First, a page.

Analyses & Studies

How to ace your online event

Hosting an online event can help your brand or organisation maintain momentum, streamline costs and build a reputation as a digital innovator.

In the current crisis, customers have concerns about the commitment of brands and their ability to deliver. This means that now more than ever, brands must take proactive steps to retain trust, and connect with their customers, colleagues and other stakeholders in new and innovative ways in the digital space.

A four-point plan for success

1. Plan, prepare and test

When conceiving your online event, it is important to focus on three objectives: Ensure it is highly publicised; ensure seamless execution; and activate and inspire your community.

Identify your target audience and research their online behaviour to be able to market to them directly on the social networking and content platforms they frequent.

Produce your marketing material to mirror the nature of the event. If, for example, you are planning a large conference, perhaps you will need to provide a bespoke event website. For a one-off webinar, you may only need to prepare a more modest marketing campaign.

Prepare your technology, and crucially test the tools prior to the event to ensure seamless execution on the day. In addition to video conferencing and networking platforms, is also worthwhile to consider more cutting-edge technology like virtual reality (VR) or gamification tools, as this will offer a more memorable experience for participants.

Prepare your content to ensure that it is informative and attractive to your core audience. It should focus on practical topics and be as current as possible.

2. Promote

Use significant resources to promote online, including social media posts, email marketing, blogs, other content channels available to you. Define a strong hashtag. It needs to be unique, short, and memorable.

Utilise the full range of feature for different platforms. Each social media platform provides different functionality to give your event the best viability – all to create engagement with community.

For example, on Facebook you can create group, use event features, or build a product catalogue. On Twitter, you can highlight speakers, create Q&As, tag stakeholders, and leverage trending hashtags/topics. On LinkedIn, you can create teaser videos and articles on LinkedIn Pulse to leverage employee advocacy. On Instagram, you can create ‘Stories,’ swipe-up links, use polls and questions, or make a highlight reel.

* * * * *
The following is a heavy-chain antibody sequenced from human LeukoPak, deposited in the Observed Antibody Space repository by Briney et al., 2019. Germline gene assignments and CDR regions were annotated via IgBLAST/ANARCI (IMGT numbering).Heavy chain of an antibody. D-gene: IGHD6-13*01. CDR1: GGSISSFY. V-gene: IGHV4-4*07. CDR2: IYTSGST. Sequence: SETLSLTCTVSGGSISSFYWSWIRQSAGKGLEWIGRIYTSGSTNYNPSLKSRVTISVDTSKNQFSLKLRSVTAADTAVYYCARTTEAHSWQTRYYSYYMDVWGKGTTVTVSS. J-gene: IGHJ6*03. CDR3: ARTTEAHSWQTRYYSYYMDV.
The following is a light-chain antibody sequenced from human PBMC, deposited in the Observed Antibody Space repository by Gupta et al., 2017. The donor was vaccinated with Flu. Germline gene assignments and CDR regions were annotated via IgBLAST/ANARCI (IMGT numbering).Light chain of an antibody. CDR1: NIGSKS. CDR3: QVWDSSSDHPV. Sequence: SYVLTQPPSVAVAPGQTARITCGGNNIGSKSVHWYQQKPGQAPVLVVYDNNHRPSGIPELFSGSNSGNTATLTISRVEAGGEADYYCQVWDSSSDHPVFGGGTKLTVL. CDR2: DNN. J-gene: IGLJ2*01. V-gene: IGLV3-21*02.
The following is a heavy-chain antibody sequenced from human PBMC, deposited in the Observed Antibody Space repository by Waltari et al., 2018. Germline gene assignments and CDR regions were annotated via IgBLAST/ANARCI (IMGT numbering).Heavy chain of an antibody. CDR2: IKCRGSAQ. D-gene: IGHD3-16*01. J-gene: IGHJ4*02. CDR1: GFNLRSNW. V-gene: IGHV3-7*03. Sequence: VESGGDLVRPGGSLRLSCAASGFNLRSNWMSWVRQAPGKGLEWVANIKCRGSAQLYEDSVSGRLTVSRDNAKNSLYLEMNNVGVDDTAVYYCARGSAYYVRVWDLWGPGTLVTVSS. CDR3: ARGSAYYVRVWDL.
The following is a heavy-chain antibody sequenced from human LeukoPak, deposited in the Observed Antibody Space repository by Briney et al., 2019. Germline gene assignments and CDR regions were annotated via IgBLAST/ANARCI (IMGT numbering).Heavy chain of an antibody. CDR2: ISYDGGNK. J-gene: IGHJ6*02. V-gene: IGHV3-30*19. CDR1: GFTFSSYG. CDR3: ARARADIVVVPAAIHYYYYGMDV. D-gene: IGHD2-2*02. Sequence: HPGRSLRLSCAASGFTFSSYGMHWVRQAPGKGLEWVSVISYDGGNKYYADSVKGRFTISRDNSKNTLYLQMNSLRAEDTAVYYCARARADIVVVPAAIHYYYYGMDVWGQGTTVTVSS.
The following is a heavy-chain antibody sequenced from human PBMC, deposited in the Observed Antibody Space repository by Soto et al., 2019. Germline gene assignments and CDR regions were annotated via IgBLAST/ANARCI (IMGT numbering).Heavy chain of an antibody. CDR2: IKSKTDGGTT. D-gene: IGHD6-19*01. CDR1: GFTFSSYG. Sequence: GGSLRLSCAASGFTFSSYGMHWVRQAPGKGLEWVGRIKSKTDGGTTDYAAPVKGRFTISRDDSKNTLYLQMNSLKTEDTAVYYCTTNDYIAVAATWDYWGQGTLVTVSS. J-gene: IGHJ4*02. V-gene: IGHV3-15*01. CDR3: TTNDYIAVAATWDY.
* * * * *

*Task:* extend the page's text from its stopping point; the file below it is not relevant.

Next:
Consider investing in social media advertising. Only between two and six percent of likely participants will see your social media posts post, so ads can reach more people. It could be wise to invest money on ads on Facebook, Instagram and Twitter, where rates are competitive.

Consider using paid influencers to promote your event. They can be a trusted source for recommendations, and reach niche and untapped audiences directly. It is important to find an influencer that is a good fit for your event, so use tracking tools (like HypeAuditor) to research them and their followings in advance. They can also continue momentum after the event.

3. Deploy

Express the objectives at the beginning of the event. The objectives of the event need to be clear, and the expectations of participants need to be met.

Record your digital events to create an asset for repurposing, such as snippets and quotes for social posts. You can also use this content to follow up with ‘no-show’ attendees’, and increase the reach of the event by sharing with a wider network.

Interact with your community, such as scheduling Q&As at the end of your live event. Use social media polls to engage with your community and moderate your community platforms during the event.

4. Connect and chase up

Generate leads by continuing the conversation with potential customers and clients. Consumers are more likely to purchase a product after attending an event. This can mean offering an exclusive follow-up offers or discounts to participants.

Continue the momentum immediately after the event by publishing event summaries and content in blog articles, social media posts and content for your website and PR activities. Send wrap-up emails and surveys to interact with participants and gain their feedback.

Tailor content to social media functionality (see above), and create an after-event page in your website or event micro-site.


Amanda Tran is Managing Director & Partner of the digital communications agency JIN. She spoke at the French Chamber’s webinar ‘How to ace your digital event’ on 7 May. For more information and to register for future webinars please see our upcoming events.


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